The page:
Through War Torn Europe: An official trip after WWI told in the words of James Gordon Steese
Number One

At Sea, U. S. Army Transport "Leviathan"
Sunday, July 13th, 1919.

 At last we are off and I have already earned my "blue chevron". We have a small passenger list; the West Point Class (277 Second Lieutenants) of 1921, about a dozen other officers, and a few miscellaneous, including the wives of three army officers who are going over to join their husbands.

I had quite a scare at Hoboken. The Commanding General had a wire from Washington canceling the releases of a number of officers; in fact, of all, except myself, one of General Pershing's aides, and those in charge of the cadets.

As you know, my orders were very unexpected and were only received on June 26th. Then I had to make that western trip and returned to Washington only on the evening of the 10th of July. I had done practically no packing as I had been notified that my boat would sail the 12th. Upon my return, I found a note stating my boat would sail the 11th. Fortunately, that same night I got a notice by telephone that the sailing was definitely fixed for the 13th, so I had the 11th in which to get ready. I left for New York City that same night at midnight. I had taken the first two shots of the typhoid prophylaxis, so Saturday morning all I had to do at Hoboken was to take the third, also a physical examination, got my orders, military passport, got my picture taken, get assigned to quarters, check in my baggage, get a Sam Browne belt, a musette bag, an overseas cap, and a few other odds and ends.

Saturday night, naturally, was spent in New York City. We came aboard about one o'clock this afternoon and got away about three. As we passed down the River, we met the "Imperator" just coming in loaded with soldiers. The "Leviathan" is about 20 feet longer and about 5,000 tons bigger than the “Imperator”. The two boats together just about fill up the Hudson and crowd out the ferries.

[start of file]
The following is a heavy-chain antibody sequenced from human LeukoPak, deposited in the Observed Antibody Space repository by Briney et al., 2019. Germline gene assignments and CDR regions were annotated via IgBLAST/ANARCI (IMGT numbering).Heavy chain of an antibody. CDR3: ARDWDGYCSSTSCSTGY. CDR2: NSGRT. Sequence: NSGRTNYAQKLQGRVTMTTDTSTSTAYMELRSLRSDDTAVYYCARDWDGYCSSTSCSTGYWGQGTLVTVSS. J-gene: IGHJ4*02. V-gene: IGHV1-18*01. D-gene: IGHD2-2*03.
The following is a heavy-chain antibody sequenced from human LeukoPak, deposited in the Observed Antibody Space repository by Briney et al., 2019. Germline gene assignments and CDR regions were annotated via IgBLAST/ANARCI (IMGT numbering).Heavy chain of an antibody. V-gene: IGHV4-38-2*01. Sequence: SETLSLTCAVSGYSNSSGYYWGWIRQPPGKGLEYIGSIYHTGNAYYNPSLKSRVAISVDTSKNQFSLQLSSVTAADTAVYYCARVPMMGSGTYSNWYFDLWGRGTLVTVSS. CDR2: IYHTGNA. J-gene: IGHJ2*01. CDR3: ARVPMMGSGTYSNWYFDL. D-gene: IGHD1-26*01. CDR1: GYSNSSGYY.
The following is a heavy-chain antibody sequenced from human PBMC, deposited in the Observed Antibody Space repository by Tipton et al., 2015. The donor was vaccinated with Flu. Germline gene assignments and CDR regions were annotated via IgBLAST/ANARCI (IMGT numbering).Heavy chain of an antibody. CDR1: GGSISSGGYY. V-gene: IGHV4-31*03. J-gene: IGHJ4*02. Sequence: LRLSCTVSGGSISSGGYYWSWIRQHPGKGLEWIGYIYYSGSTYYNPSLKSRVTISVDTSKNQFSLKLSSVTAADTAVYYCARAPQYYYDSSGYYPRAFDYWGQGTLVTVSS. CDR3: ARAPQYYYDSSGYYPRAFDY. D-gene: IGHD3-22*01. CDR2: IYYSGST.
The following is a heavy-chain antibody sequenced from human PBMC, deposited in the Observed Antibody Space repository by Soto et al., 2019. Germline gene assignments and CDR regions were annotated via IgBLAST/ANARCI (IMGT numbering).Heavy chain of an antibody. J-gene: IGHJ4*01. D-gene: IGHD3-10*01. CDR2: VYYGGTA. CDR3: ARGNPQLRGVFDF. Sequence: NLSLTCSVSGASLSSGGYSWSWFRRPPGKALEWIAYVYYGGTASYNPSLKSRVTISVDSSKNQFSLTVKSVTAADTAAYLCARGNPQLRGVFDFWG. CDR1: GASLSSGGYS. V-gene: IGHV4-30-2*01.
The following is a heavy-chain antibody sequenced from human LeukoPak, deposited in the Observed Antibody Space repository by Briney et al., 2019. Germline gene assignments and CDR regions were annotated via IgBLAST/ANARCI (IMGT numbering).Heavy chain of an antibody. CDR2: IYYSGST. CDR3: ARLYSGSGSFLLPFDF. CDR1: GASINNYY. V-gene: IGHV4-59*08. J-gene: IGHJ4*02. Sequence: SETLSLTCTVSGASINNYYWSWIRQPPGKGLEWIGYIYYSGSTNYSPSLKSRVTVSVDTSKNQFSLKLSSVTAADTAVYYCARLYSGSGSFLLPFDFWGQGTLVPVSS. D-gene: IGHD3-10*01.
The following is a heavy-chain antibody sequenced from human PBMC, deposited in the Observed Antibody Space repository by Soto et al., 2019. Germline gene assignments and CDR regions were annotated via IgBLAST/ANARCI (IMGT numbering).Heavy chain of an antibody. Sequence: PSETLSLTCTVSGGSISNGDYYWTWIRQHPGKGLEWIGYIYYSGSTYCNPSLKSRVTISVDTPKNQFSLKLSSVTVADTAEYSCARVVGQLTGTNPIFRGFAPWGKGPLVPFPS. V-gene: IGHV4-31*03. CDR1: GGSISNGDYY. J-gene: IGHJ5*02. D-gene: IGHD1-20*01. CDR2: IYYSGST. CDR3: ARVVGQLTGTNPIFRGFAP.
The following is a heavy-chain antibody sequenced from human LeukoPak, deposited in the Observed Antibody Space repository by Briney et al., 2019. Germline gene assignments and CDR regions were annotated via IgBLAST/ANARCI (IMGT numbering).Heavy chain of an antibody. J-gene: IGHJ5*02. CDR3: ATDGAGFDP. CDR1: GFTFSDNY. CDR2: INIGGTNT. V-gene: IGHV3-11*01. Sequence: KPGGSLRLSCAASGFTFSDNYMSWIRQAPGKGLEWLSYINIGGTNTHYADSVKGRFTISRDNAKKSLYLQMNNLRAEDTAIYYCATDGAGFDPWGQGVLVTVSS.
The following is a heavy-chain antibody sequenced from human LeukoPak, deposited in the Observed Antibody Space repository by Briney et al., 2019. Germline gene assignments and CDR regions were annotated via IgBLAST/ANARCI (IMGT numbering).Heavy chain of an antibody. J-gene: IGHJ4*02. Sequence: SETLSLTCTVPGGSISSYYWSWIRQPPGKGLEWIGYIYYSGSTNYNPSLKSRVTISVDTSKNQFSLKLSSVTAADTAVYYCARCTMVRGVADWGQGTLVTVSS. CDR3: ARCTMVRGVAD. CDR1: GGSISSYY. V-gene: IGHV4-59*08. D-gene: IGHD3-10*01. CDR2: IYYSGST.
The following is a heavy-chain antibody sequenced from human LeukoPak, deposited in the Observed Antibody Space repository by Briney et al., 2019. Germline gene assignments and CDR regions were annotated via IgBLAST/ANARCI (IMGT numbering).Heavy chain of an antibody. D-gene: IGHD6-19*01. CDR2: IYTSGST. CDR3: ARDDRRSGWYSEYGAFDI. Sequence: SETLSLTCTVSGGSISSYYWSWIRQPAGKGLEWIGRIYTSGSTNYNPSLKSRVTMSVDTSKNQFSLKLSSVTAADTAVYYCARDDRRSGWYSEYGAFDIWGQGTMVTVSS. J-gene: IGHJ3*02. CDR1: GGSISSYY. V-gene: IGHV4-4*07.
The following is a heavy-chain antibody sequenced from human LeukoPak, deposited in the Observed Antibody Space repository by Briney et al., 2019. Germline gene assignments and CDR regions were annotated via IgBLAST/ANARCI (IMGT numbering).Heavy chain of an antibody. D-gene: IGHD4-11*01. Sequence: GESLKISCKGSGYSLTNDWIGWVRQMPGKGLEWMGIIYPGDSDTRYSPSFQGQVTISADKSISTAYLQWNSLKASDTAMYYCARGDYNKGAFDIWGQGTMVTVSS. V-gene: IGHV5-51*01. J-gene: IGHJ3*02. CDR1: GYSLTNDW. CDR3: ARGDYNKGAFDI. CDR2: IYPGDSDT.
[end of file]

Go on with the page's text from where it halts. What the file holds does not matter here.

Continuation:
Colonel *******, General Pershing's Aide, and I share one of the few suites left undisturbed; our quarters are really a little too much. We have a big bad-room with twin beds, bureau, couch, two wardrobe closets, three full length mirrors, trunk and linen room, bath room in tile with porcelain tub and separate shower booth, and an office with desk, tablet two more closets, three big chairs, and a couch around two sides. The whole suite is trimmed in Circassian Walnut and the furniture is made to match the paneling. This suite was listed at $2500 for the trip one way.

Five years ago, I made a reservation on this boat for her maiden trip at $250. It must have been an inside stateroom about six decks down. But I could not go on account of being still in the hospital after my accident.  Biddle and I had planned to go to Russia and he did go. The War caught him in Petrograd and he had quite a time getting home across Scandinavia and the North Sea.

This Knights of Columbus stationery was not designed for a man who leans as heavily on his pen as I do, but, so far as I have been able to discover, it Is the only kind on board. So please pardon the blots and general muddy appearance of this letter.

Monday July 14th, 1919.
What luxury to sleep under a heavy blanket in July, especially after Washington. I have no stateroom key, merely press a button and the door is opened by electricity. All closets and drawers have automatic electric lights in them. Master buttons are placed all around so that the main lights can be turned on or off from either side of either bed or from the couch, or from several other points in the bedroom.

The boat has been sadly out up to accommodate the troops. The Ritz Cafe remains. The Naval Officers and the ranking Army Officers are served there. Most of the cadets are served in the main dining room. I happen to be the senior officer on board except the Captain of the Navy, who commands the ship.